From Chapter One: The Holy Bible
To sum up our Holy Bible discussion, we share an idea from Marcus J. Borg’s The Heart of Christianity. A recognized biblical scholar and author, Borg proposes that there are two ways to view the Holy Bible—literally and metaphorically. (We could also include words such as poetically, historically, symbolically, spiritually, etc.) Those who take the Bible literally believe that all the words are exactly true as written. Those who consider the Bible to be largely metaphorical take a non-literal or more-than-literal approach. They search for deeper meaning to the Bible’s verses, passages and stories.
We, likewise, concur with Borg that if we dwell on only the words in the Holy Bible, we might miss the message that God is trying to pass on to humans. Let’s use the Creation story in the first chapter of Genesis as an example. The literal view is that an all-powerful God waved a “magic wand” and created His entire Universe, or at least our planet Earth, in six (24-hour) “days,” then took a “day” off to rest. That’s exactly what the Bible says happened; and many fundamentalists subscribe to the literal validity of this scriptural passage as described by the words on the page.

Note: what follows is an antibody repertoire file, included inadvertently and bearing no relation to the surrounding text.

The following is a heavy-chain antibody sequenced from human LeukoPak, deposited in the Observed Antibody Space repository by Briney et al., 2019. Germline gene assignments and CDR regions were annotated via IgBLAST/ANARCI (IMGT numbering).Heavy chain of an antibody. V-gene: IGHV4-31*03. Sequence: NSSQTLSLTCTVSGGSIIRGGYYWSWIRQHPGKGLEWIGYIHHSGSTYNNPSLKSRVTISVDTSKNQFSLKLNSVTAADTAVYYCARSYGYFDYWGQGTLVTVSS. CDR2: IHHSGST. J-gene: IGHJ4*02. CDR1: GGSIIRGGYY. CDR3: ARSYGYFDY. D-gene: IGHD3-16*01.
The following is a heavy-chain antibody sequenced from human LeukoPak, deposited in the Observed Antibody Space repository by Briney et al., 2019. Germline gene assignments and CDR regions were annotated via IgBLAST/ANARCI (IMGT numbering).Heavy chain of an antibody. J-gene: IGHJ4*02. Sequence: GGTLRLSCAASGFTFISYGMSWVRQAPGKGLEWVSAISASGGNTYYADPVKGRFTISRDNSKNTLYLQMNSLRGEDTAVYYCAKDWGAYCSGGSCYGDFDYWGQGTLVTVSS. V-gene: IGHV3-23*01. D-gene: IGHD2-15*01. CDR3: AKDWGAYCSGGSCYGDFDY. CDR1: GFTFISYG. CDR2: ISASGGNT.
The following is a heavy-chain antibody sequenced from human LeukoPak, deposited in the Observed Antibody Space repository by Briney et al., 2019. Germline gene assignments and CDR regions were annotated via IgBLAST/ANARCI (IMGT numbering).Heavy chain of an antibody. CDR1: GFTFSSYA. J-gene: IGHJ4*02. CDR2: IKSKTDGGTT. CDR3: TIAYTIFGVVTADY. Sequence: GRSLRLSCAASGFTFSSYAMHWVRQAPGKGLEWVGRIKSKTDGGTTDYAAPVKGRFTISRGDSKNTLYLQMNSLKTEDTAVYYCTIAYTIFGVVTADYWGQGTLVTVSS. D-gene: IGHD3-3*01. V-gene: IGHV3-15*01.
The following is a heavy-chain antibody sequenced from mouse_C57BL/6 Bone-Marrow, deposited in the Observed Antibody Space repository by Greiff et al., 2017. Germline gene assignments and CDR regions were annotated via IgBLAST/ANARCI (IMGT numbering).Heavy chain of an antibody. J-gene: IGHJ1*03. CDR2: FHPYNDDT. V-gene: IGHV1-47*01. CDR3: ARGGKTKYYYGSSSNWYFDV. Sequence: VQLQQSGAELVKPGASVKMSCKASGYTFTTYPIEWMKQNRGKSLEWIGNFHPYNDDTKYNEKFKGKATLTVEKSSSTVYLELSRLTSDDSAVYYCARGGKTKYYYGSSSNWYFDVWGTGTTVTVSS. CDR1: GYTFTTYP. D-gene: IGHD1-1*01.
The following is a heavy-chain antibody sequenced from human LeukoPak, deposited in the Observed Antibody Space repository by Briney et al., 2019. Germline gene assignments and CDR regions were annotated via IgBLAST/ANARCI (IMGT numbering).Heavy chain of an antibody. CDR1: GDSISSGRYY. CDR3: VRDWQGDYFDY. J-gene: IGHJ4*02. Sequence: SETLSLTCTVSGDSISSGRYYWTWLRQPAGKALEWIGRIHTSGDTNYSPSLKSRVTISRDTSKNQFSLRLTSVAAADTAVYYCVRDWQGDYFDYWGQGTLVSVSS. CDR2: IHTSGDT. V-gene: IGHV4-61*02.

The metaphorical view, however, looks beyond the story and sees a benevolent God creating a wonderful place for humans to inhabit, providing them with plants and animals to sustain their lives and, finally, creating us humans ourselves to live and enjoy life here on planet Earth. The seventh “day of rest” does not imply that God worked too hard and needed rest. He’s all-powerful, for heaven’s sake. Why would He need to rest? Rather, the “day of rest” reference is probably a message to us earthlings that we should not devote 100 percent of our lives to work, that we need some downtime to make the most of our lives and to live as soulful children of a benevolent and loving Creator, taking a break from work to enjoy God’s gifts and the fruits of our labor.